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It’s lights out at Prison Ships memorial

The Brooklyn Paper
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The eternal flame is not living up to its name — again.

The Prison Ships Martyrs Monument in Fort Greene Park, a tribute to the nearly 12,000 prisoners of war who died on British ships in the East River during the Revolutionary War, has dimmed — and residents’ tempers are burning bright.

“The monument is not getting the justice it deserves,” said Michael Molfetas, a Clinton Hill resident who was appalled that it had taken less than a year since the November, 2008 rededication ceremony for the supposedly eternal flame to go out. “It is here to show America’s strength and to give thanks to people who helped make America what it is today. It’s just not right.”

Last fall, more than 500 people gathered in the park to take part in a relighting ceremony to mark the memorial’s 100th anniversary. But this week, a fact-finding mission by The Brooklyn Paper revealed that three sides of the granite plinth, which sits atop the largest crypt of Revolutionary War remains in the US, are in darkness — and a fourth side is only dimly lit because one of its two spotlights is out.

The Parks Department said that the floodlights are working fine — they’re just a victim of modern technology.

“The lights work, but there is a programming issue with the timer,” said Phil Abramson, an agency spokesman. “We are working on correcting the condition.”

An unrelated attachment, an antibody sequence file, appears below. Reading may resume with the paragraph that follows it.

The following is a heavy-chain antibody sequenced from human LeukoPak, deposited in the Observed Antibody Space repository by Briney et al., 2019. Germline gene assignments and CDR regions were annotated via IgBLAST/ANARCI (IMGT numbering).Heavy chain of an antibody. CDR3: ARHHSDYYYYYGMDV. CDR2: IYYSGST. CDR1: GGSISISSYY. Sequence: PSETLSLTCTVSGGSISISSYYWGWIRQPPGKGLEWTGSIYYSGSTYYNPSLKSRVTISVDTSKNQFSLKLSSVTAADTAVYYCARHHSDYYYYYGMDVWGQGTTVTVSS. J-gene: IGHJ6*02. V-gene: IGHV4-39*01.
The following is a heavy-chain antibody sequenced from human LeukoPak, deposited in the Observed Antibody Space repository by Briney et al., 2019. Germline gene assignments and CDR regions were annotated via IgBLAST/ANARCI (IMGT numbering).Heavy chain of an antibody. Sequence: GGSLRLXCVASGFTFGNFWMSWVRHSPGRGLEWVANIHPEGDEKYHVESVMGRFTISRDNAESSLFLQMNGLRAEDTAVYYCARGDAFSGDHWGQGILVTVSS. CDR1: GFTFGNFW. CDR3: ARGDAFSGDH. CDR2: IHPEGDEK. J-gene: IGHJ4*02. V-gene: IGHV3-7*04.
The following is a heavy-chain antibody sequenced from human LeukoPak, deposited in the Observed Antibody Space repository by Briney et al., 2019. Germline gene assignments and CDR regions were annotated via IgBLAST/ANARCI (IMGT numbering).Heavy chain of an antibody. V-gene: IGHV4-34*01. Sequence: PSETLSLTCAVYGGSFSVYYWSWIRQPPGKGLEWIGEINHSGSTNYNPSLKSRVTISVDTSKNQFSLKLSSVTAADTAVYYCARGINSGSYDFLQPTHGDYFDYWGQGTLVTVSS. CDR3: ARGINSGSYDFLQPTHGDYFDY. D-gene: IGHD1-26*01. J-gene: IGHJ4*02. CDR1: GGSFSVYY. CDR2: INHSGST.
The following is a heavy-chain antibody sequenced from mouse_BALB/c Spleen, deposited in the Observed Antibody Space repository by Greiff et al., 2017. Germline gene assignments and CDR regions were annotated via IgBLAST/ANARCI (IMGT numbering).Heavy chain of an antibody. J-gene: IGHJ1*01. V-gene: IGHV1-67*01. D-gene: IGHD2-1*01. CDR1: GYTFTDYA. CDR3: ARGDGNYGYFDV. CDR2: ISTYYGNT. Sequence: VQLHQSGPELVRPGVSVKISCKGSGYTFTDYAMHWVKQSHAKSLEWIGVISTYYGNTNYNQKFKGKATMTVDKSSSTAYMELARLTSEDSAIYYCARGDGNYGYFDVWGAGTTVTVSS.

Of course, it’s not the first time that the 101-year-old Doric column and crypt — considered by many to be the most significant war memorial in the country — have been neglected. For decades after the eternal flame was darkened in 1921, the monument was allowed to fall into disrepair. In the 1930s, the elevator that took people to the top was dismantled, and the decay continued until just a few years ago, when the Fort Greene Park Conservancy demanded — and got — repairs.

Updated 5:18 pm, November 19, 2009
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Reasonable discourse

Maka from Renia says:
How sad that Brooklyn continues to downplay its own history. All the "eternal" flames in the borough should be lit : at Grand Army Plaza and at the southwestern entrance to Prospect Park. As an aside: why are most Prospect Park entrances blocked from immediate pedestrian access, especially the entrance from Coney Island Avenue?